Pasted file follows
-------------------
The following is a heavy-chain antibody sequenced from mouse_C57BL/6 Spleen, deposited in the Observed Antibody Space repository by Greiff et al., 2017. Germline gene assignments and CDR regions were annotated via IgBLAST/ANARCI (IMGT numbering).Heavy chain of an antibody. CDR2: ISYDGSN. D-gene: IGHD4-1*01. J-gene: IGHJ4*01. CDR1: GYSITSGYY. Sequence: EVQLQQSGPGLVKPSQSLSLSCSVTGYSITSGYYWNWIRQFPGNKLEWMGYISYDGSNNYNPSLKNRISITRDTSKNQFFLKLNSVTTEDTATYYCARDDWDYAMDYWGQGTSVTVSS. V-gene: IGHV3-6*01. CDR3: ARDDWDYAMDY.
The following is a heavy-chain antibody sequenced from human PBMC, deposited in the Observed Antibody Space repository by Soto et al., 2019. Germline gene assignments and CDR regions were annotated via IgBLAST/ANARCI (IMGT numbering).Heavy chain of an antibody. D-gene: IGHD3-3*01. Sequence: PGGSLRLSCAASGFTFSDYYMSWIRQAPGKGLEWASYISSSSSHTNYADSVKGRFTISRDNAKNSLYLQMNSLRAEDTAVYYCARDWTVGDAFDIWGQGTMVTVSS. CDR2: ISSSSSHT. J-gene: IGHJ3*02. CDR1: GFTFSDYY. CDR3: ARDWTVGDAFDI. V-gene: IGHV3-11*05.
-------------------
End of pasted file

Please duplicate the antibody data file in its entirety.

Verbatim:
The following is a heavy-chain antibody sequenced from mouse_C57BL/6 Spleen, deposited in the Observed Antibody Space repository by Greiff et al., 2017. Germline gene assignments and CDR regions were annotated via IgBLAST/ANARCI (IMGT numbering).Heavy chain of an antibody. CDR2: ISYDGSN. D-gene: IGHD4-1*01. J-gene: IGHJ4*01. CDR1: GYSITSGYY. Sequence: EVQLQQSGPGLVKPSQSLSLSCSVTGYSITSGYYWNWIRQFPGNKLEWMGYISYDGSNNYNPSLKNRISITRDTSKNQFFLKLNSVTTEDTATYYCARDDWDYAMDYWGQGTSVTVSS. V-gene: IGHV3-6*01. CDR3: ARDDWDYAMDY.
The following is a heavy-chain antibody sequenced from human PBMC, deposited in the Observed Antibody Space repository by Soto et al., 2019. Germline gene assignments and CDR regions were annotated via IgBLAST/ANARCI (IMGT numbering).Heavy chain of an antibody. D-gene: IGHD3-3*01. Sequence: PGGSLRLSCAASGFTFSDYYMSWIRQAPGKGLEWASYISSSSSHTNYADSVKGRFTISRDNAKNSLYLQMNSLRAEDTAVYYCARDWTVGDAFDIWGQGTMVTVSS. CDR2: ISSSSSHT. J-gene: IGHJ3*02. CDR1: GFTFSDYY. CDR3: ARDWTVGDAFDI. V-gene: IGHV3-11*05.